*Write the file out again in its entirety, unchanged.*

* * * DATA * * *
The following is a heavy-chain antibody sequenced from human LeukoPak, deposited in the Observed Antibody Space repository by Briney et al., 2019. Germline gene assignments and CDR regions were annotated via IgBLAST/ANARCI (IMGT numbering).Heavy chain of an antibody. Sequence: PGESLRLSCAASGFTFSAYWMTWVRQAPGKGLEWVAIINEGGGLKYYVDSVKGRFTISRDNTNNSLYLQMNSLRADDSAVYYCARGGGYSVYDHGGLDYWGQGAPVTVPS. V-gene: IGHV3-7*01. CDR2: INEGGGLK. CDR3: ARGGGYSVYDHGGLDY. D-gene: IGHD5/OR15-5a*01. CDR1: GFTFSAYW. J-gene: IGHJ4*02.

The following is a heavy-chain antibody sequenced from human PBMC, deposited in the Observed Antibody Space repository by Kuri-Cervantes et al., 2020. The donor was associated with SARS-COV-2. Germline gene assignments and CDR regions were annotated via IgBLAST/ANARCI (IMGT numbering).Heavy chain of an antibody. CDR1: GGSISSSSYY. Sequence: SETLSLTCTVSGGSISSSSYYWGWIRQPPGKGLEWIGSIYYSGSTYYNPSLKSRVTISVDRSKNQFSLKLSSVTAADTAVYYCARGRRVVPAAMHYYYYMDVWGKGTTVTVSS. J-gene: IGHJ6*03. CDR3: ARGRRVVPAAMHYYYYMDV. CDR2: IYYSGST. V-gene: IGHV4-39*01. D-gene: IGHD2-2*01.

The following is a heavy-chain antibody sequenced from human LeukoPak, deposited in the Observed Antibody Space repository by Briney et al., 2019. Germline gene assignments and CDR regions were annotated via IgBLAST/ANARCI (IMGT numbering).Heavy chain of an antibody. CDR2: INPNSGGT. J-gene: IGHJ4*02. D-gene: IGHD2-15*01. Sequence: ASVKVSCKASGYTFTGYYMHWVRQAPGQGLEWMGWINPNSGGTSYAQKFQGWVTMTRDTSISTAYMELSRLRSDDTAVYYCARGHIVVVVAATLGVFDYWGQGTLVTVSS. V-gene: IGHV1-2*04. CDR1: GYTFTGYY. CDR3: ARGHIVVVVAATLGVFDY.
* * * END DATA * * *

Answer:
The following is a heavy-chain antibody sequenced from human LeukoPak, deposited in the Observed Antibody Space repository by Briney et al., 2019. Germline gene assignments and CDR regions were annotated via IgBLAST/ANARCI (IMGT numbering).Heavy chain of an antibody. Sequence: PGESLRLSCAASGFTFSAYWMTWVRQAPGKGLEWVAIINEGGGLKYYVDSVKGRFTISRDNTNNSLYLQMNSLRADDSAVYYCARGGGYSVYDHGGLDYWGQGAPVTVPS. V-gene: IGHV3-7*01. CDR2: INEGGGLK. CDR3: ARGGGYSVYDHGGLDY. D-gene: IGHD5/OR15-5a*01. CDR1: GFTFSAYW. J-gene: IGHJ4*02.

The following is a heavy-chain antibody sequenced from human PBMC, deposited in the Observed Antibody Space repository by Kuri-Cervantes et al., 2020. The donor was associated with SARS-COV-2. Germline gene assignments and CDR regions were annotated via IgBLAST/ANARCI (IMGT numbering).Heavy chain of an antibody. CDR1: GGSISSSSYY. Sequence: SETLSLTCTVSGGSISSSSYYWGWIRQPPGKGLEWIGSIYYSGSTYYNPSLKSRVTISVDRSKNQFSLKLSSVTAADTAVYYCARGRRVVPAAMHYYYYMDVWGKGTTVTVSS. J-gene: IGHJ6*03. CDR3: ARGRRVVPAAMHYYYYMDV. CDR2: IYYSGST. V-gene: IGHV4-39*01. D-gene: IGHD2-2*01.

The following is a heavy-chain antibody sequenced from human LeukoPak, deposited in the Observed Antibody Space repository by Briney et al., 2019. Germline gene assignments and CDR regions were annotated via IgBLAST/ANARCI (IMGT numbering).Heavy chain of an antibody. CDR2: INPNSGGT. J-gene: IGHJ4*02. D-gene: IGHD2-15*01. Sequence: ASVKVSCKASGYTFTGYYMHWVRQAPGQGLEWMGWINPNSGGTSYAQKFQGWVTMTRDTSISTAYMELSRLRSDDTAVYYCARGHIVVVVAATLGVFDYWGQGTLVTVSS. V-gene: IGHV1-2*04. CDR1: GYTFTGYY. CDR3: ARGHIVVVVAATLGVFDY.